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grit weed

Know Your Smoke – Grit, Spray and Flush.

Since 2007 there has been a worrying trend amongst large scale growers whereby they increase the weight of their yield by spraying the flowers with glass frosting spray, sugar or even micro contaminants. Whilst it is impossible to tell if micro contaminants have been used upon inspection; it is possible to check for glass frosting or sugar.

Cannabis coated in fine grit and falling off in the baggy.

When you get your bag of weed there are a couple of things you can do to check its quality. OK I know we all look for that wonderful frosty bud, however this can mean that you are getting something extra for your money that you definitely don’t want. If cannabis looks extremely frosty there are ways to check that it is ‘clean’ of unwanted additives. Run your finger round the plastic bag it came in or brush it across the flowers themselves (gently). Then place your finger in your mouth and rub the crystal around your teeth. If it is free of additives the crystal will just dissolve. If that happens nothing to worry about! Sit back and prepare your lovely (hopefully fairly weighed out) herb and think nothing more of it. If however you get a ‘snap crackle and pop’ sensation you can safely conclude that the deal is contaminated with glass. If it tastes overly sweet you have bought cannabis sprayed with sugar.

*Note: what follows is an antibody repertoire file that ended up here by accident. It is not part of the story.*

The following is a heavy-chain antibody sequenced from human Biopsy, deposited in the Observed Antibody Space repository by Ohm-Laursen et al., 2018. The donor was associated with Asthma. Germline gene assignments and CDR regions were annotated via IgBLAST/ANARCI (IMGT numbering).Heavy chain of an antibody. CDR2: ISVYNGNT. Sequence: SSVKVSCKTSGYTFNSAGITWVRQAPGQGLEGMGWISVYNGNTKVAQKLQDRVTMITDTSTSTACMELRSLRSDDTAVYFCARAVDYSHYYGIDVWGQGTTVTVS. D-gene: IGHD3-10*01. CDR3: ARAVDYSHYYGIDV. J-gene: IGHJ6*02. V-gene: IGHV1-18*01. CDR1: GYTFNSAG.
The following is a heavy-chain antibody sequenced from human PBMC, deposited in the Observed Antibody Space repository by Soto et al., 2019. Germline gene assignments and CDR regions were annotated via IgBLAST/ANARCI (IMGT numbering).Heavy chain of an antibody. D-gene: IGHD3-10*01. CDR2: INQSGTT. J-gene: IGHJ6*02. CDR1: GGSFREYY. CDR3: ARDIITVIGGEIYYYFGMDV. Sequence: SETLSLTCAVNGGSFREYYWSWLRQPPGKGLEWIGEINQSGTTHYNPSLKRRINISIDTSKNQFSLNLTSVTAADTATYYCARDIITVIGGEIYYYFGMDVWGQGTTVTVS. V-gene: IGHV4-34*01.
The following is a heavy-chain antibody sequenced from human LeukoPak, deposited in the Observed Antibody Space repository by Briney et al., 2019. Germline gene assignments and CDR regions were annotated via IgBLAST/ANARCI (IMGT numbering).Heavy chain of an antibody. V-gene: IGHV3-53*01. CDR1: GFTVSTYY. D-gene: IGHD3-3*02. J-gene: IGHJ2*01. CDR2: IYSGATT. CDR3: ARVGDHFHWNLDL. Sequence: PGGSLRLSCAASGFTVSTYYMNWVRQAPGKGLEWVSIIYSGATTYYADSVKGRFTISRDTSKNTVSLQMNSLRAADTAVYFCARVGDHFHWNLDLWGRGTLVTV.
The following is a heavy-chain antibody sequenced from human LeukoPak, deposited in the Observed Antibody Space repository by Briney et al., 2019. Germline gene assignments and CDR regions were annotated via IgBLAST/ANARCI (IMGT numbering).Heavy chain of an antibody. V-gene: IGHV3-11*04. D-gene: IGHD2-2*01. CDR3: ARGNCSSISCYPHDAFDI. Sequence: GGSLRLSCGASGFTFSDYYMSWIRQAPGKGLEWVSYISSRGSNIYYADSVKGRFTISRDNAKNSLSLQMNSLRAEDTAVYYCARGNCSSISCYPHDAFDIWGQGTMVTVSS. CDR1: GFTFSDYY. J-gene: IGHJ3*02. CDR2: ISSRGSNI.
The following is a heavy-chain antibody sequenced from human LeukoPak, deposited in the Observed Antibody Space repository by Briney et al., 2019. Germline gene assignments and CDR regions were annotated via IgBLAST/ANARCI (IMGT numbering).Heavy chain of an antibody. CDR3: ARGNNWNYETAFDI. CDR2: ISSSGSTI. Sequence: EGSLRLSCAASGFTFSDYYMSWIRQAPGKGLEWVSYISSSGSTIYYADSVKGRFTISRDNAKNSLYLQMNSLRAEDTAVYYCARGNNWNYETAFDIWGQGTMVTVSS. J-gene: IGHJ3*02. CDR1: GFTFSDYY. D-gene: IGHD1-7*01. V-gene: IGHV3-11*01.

If unfortunately you have bought contaminated cannabis DO NOT SMOKE IT. I understand that getting a refund from a street dealer is nigh on impossible and lets face it not always safe, however the tight chest, headache, sore throat and other nasty side effects just aren’t worth it. Scientists are still unsure as to the long term effects of smoking ‘grit weed’ as the size of the glass particles varies which means in some cases this could cause damage to your lungs. As always the long term effects of pulmonary damage can take some time to manifest – in short it is a waiting game and one that is definitely not worth playing. It has been proven by scientists such as Tashkin et al that cannabis use, even when heavy and prolonged does little to no lung damage at all. However this ‘grit weed’ is not safe and was not featured in this research at all. Do you really want to be inhaling hot glass, iron or sand filings.

Purple Kush with dense trichome coverage.

One way to check for micro contaminants is to check the quality of the ash in your spliff or bong. I had cannabis once that was not something I would have classed as ‘grit weed’ as it passed all the above tests. However the ash left in the bong was greasy and would smear up your hand rather than just disintegrating. When tried in a joint the ash went solid and stuck to the end of the rizla failing to drop off the end into the ashtray as you would expect of high quality unadulterated flowers.

Please be careful, this cannabis is still in circulation and is still causing problems for people’s health. If you have any doubts –don’t smoke it. If you don’t feel safe to get a refund or even complain, vote with your feet. The more this sells the more unscrupulous growers will use glass and other contaminants to gain even more money from their yield than they already do. Alternatively follow the link below for guidance on growing your own for £4.20 a week.

By Beccy Gardham

White ash shows that the herb is well flushed of nutrients and is clean of any spray or sugar.

Know Your Smoke – Grit, Spray and Flush. Since 2007 there has been a worrying trend amongst large scale growers whereby they increase the weight of their yield by spraying the flowers with glass